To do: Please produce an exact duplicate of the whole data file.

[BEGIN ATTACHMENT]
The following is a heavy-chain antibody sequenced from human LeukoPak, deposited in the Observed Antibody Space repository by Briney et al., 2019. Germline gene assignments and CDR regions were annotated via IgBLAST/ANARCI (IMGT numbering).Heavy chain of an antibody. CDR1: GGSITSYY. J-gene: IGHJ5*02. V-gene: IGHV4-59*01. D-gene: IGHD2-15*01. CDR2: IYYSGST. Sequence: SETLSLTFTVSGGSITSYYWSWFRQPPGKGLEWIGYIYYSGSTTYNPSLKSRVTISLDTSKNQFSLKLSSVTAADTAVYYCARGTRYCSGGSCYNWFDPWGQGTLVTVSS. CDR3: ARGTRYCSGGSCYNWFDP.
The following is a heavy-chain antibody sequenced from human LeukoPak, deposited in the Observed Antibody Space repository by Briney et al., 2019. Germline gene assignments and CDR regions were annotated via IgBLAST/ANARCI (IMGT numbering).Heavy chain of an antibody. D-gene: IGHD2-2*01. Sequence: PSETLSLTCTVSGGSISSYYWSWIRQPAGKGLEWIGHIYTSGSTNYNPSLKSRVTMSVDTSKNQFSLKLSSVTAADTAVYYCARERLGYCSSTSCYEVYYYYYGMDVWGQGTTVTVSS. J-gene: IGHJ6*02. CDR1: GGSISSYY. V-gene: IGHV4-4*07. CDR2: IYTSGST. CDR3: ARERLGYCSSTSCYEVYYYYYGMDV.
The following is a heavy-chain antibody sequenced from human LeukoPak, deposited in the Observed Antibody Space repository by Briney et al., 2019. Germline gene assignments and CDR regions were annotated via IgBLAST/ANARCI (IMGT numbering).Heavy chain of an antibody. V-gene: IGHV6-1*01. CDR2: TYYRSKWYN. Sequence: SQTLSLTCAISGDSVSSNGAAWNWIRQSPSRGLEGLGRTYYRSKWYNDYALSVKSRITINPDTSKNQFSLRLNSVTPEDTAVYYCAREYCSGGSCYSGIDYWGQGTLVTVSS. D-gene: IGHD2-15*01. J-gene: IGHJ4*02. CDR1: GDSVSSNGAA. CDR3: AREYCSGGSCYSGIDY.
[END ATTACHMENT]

The following is a heavy-chain antibody sequenced from human LeukoPak, deposited in the Observed Antibody Space repository by Briney et al., 2019. Germline gene assignments and CDR regions were annotated via IgBLAST/ANARCI (IMGT numbering).Heavy chain of an antibody. CDR1: GGSITSYY. J-gene: IGHJ5*02. V-gene: IGHV4-59*01. D-gene: IGHD2-15*01. CDR2: IYYSGST. Sequence: SETLSLTFTVSGGSITSYYWSWFRQPPGKGLEWIGYIYYSGSTTYNPSLKSRVTISLDTSKNQFSLKLSSVTAADTAVYYCARGTRYCSGGSCYNWFDPWGQGTLVTVSS. CDR3: ARGTRYCSGGSCYNWFDP.
The following is a heavy-chain antibody sequenced from human LeukoPak, deposited in the Observed Antibody Space repository by Briney et al., 2019. Germline gene assignments and CDR regions were annotated via IgBLAST/ANARCI (IMGT numbering).Heavy chain of an antibody. D-gene: IGHD2-2*01. Sequence: PSETLSLTCTVSGGSISSYYWSWIRQPAGKGLEWIGHIYTSGSTNYNPSLKSRVTMSVDTSKNQFSLKLSSVTAADTAVYYCARERLGYCSSTSCYEVYYYYYGMDVWGQGTTVTVSS. J-gene: IGHJ6*02. CDR1: GGSISSYY. V-gene: IGHV4-4*07. CDR2: IYTSGST. CDR3: ARERLGYCSSTSCYEVYYYYYGMDV.
The following is a heavy-chain antibody sequenced from human LeukoPak, deposited in the Observed Antibody Space repository by Briney et al., 2019. Germline gene assignments and CDR regions were annotated via IgBLAST/ANARCI (IMGT numbering).Heavy chain of an antibody. V-gene: IGHV6-1*01. CDR2: TYYRSKWYN. Sequence: SQTLSLTCAISGDSVSSNGAAWNWIRQSPSRGLEGLGRTYYRSKWYNDYALSVKSRITINPDTSKNQFSLRLNSVTPEDTAVYYCAREYCSGGSCYSGIDYWGQGTLVTVSS. D-gene: IGHD2-15*01. J-gene: IGHJ4*02. CDR1: GDSVSSNGAA. CDR3: AREYCSGGSCYSGIDY.